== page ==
In order to manage these accesses from an application APP executed in such a parallel environment, as illustrated in
Within this task descriptor TDA, the launcher stores 21 the fact that this task TA must be managed, or “monitored”, by modifying to 1 the state of a normally unused data bit, here termed management bit MmA.
The different shared memory zones in the working memory, here qualified as shared memory pages ShMPi, ShMPj, and ShMPk, are listed within the task TA in a data table forming a pages memory structure PMStrA. In this structure PMStrA, the shared pages are described and updated in the form of page table entries PTEiA1 to PTEkA1, each incorporating a data bit PriA1 to PrKA1 used by the virtual memory manager VMM as described previously. Typically, this pages structure PMStrA is created at the same time as the task TA, and updated 20 along with any changes in the shared memory, by the different system routines which ensure these changes, such as routines of the “map” type.
During the execution of the managed application APP, other tasks may be created by instructions CRE of the “create” type, from this first task TA or from others created in the same way. Any newly task TB created also includes a thread ThrB1 and a task descriptor TB, as well as a page memory structure PMStrB. Through an inheritance relationship INH from its parent task, the new page memory structure PMStrB also includes the different page table entries PTEiB1 to PTEkB1, with their presence bit PriB1 to PrkB1, which are maintained up to date in the same way.
On creation CRE of a new task TB from a monitored task TA, the new task descriptor TDB also comprises a management bit MmB, the value of which is inherited INH from that of the management bit MmA from the parent task.
During the execution of the managed application APP, other threads may be created within a task TB which functioned initially in the form of a process with a single thread ThrB1.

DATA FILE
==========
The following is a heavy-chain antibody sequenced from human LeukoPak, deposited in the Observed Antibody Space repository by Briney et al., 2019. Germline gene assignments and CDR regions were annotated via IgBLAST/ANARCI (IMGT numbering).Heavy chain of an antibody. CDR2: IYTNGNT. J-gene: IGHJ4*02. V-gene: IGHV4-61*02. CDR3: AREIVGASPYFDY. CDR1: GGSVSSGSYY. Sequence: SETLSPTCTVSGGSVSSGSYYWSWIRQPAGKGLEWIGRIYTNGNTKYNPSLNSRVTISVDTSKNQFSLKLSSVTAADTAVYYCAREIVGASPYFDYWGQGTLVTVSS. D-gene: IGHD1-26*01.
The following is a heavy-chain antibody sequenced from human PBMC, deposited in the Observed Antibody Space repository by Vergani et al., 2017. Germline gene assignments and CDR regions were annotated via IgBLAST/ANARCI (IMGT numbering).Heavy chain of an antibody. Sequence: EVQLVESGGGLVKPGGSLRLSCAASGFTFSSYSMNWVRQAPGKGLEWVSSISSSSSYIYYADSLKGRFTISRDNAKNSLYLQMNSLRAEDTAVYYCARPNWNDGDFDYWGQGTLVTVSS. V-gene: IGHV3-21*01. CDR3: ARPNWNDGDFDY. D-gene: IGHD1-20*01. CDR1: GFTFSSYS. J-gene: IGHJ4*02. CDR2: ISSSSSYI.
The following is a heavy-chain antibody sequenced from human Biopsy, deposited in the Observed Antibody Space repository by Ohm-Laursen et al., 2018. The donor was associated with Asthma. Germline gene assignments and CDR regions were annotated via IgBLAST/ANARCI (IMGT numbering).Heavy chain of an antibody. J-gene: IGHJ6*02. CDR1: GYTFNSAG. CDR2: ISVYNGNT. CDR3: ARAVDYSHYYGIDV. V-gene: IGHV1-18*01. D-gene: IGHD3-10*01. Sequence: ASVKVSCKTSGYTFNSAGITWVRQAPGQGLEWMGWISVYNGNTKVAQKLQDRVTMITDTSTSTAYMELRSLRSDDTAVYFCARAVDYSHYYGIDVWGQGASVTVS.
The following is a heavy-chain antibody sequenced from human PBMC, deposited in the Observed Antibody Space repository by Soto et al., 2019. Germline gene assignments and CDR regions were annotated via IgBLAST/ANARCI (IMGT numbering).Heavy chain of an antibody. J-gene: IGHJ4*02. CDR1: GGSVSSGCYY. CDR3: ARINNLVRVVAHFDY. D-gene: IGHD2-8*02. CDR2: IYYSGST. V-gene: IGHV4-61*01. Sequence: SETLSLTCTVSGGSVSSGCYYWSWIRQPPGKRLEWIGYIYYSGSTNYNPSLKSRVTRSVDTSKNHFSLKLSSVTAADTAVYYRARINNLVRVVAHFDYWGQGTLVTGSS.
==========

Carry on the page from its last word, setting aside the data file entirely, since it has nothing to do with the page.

Within an existing and monitored task TB, any new thread ThrB2 is created by a system call, such as a “clone” instruction. Typically, a task in the form of a multi-thread processes comprises only one set of entry tables PTEiB1 to PTEkB1 within its pages structure PMStrB. According to the invention, the functioning of any system routine which is capable of creating a new thread, such as the “clone” system call, is modified, for example by integrating in it a supplementary part CSUP. This modification is designed so that any creation of a new thread ThrB2 in an existing task TB comprises the reading 22 of the existing set of tables PTEiB1 to PTEkB1 and the creation 23 of a new set of page table entries PTEiB2 to PTEkB2, corresponding to the same shared pages ShMPI to ShMPk and functioning specifically with the new thread ThrB2. This modification may for example be done by an instrumentation of these routines CLONE by using a technique of dynamic interposition through loading of shared libraries within the system, as described in patent FR 2 820 221 from the same applicants.
This creation is done in a way ensuring that the new tables PTEiB2 to PTEkB2 are also maintained up to date 24, 25 in a similar manner to their parent tables PTEiB1 to PTEkB1, either by registering them for updating into the system routines MAP managing this update, or by also instrumenting these system routines MAP, for example by integrating in them a supplementary part MSUP.
In the embodiment described here, the access management according to the invention is arranged in order to guarantee to each task, in the sense of the process TA or TB as well as in the sense of each thread ThrB1 or ThrB2, an access to shared memory pages which is exclusive over the entire duration of an activation period during which their coherence (or consistency) is guaranteed by the system software. Such a period is described here as being an activation period allotted and managed by the scheduler SCH of the system software. It is clear that other types of coherence period can be chosen in the same spirit.